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Professor Wendy Pullan

Professor Wendy Pullan

Head of Department

Professor of Architectural and Urban Studies

Clare College (Fellow)

Office Phone: 01223 332962


Professor Wendy Pullan is Senior Lecturer in the History and Philosophy of Architecture at the University of Cambridge. She is Principal Investigator for 'Conflict in Cities and the Contested State’, and from 2003 to 2007, directed the ESRC funded ‘Conflict in Cities: Architecture and Urban Order in Divided Jerusalem’, upon which the present project is built. In 2006, Professor Pullan received the Royal Institute of British Architects ‘ inaugural President’s Award for University Led Research for work on Conflict in Cities.

Professor Pullan’s research focuses on meaning and change within urban conditions, both historical and contemporary. Her work is informed by the underlying relationships of urban praxis to planning, policy and theory, and she has studied various multidisciplinary situations that reflect the city. She has published widely on Mediterranean and Middle Eastern architecture and cities, especially Jerusalem, including the recent edited volume Making Architecture (Jerusalem: 2006). With Political Scientist Mick Dumper, she is now completing Politics and Urban Order in Divided Jerusalem.

At the Cambridge Department of Architecture, Professor Pullan directed Tripos (undergraduate) teaching and more recently Graduate Studies. Her research students have studied various sites in Europe and the Middle East, focusing upon the culture of cities and architectural themes within them.

Professor Pullan holds a BA from the University of Toronto, a BArch from the University of British Columbia and a PhD from Cambridge. She lived and taught in Jerusalem for 13 years.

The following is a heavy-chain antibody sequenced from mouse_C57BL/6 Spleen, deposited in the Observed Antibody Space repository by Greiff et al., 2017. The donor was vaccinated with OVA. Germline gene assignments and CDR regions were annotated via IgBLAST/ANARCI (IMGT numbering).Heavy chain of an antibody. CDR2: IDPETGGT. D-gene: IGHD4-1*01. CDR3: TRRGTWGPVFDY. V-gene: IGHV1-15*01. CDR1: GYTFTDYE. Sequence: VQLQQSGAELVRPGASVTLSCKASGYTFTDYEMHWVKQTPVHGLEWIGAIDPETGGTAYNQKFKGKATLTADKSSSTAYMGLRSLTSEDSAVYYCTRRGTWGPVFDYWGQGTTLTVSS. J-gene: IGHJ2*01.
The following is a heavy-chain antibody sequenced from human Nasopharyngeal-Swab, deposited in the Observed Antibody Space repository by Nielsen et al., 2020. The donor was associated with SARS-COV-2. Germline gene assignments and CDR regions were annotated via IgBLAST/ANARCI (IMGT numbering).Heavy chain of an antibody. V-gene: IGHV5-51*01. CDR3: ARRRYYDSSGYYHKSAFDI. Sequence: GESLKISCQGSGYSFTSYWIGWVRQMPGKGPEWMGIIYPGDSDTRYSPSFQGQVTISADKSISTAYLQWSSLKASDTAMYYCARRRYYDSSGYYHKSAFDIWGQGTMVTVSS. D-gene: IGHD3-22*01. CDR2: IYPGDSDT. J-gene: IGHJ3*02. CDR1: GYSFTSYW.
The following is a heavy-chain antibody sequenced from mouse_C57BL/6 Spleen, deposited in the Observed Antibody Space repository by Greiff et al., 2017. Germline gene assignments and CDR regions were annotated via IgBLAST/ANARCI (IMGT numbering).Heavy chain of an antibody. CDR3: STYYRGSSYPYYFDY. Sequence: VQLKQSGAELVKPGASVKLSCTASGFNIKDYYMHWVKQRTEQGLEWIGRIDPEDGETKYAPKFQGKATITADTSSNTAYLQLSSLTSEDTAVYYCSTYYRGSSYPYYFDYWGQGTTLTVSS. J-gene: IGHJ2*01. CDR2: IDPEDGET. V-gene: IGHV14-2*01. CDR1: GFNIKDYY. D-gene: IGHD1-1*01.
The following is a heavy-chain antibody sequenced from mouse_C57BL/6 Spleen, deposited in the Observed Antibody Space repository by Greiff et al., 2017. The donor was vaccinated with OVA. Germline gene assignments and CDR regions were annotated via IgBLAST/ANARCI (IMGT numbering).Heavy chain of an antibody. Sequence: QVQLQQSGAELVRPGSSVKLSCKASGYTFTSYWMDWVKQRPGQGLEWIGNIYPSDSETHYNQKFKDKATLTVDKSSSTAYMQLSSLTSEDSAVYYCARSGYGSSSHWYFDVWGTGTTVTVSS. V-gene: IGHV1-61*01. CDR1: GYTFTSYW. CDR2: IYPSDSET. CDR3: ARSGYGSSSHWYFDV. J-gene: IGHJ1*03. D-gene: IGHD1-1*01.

Research Interests

Conflict in Cities and the Contested State

Everyday life and the possibilities for transformation in Belfast, Jerusalem and other divided cities


Project leaders:
Dr Wendy Pullan, Architecture, University of Cambridge
Professor James Anderson, Geography, Queens University Belfast
Professor Mick Dumper, Politics, University of Exeter
Professor Liam O’Dowd, Sociology, Queen’s University Belfast

'Conflict in Cities and the Contested State' is a five year research project starting in 2007 that focuses on divided cities as key sites in territorial conflicts over state and national identities, cultures and borders. The research objectives are to analyse how divided cities in Europe and the Middle East have been shaped by ethnic, religious and national conflicts, and conversely, how such cities can absorb, resist and potentially play a role in transforming the territorial conflicts which pervade and surround them. The project seeks to understand the cities as arenas of intensified ethno-national conflicts, particularly with respect to the role that architecture and the urban fabric play as a setting and background for everyday activities and events. Phenomena related to creating, maintaining, crossing, transcending or ignoring ethnic and territorial borders, both physical and symbolic, are central to the study.

The main research sites are Belfast and Jerusalem, two very distinctive cities - one firmly embedded in the West and one central to the Middle East - and both at different stages of national conflict and peace-building. A team of researchers from three UK universities, Cambridge, Exeter and Queen’s Belfast, will lead the multi-disciplinary initiative that includes: architecture, urban studies, politics, geography and sociology. Teams reflecting the divisions being researched will carry out work in situ in Belfast and Jerusalem. Six PhD students will be attached to the programme and, in conjunction with an international network of academics and practitioners attached to the project, will consider other divided cities, such as Nicosia, Mostar, Berlin, Brussels, Beirut and Kirkuk. Within this overall project framework a contextual and comparative approach will be developed to explore wider issues of urban conflict and the possibilities for resolution.

'Conflict in Cities and the Contested State' is generously funded by the Economic and Social Research Council (ESRC) of Great Britain. It builds on an earlier project begun in 2003 and supported by the ESRC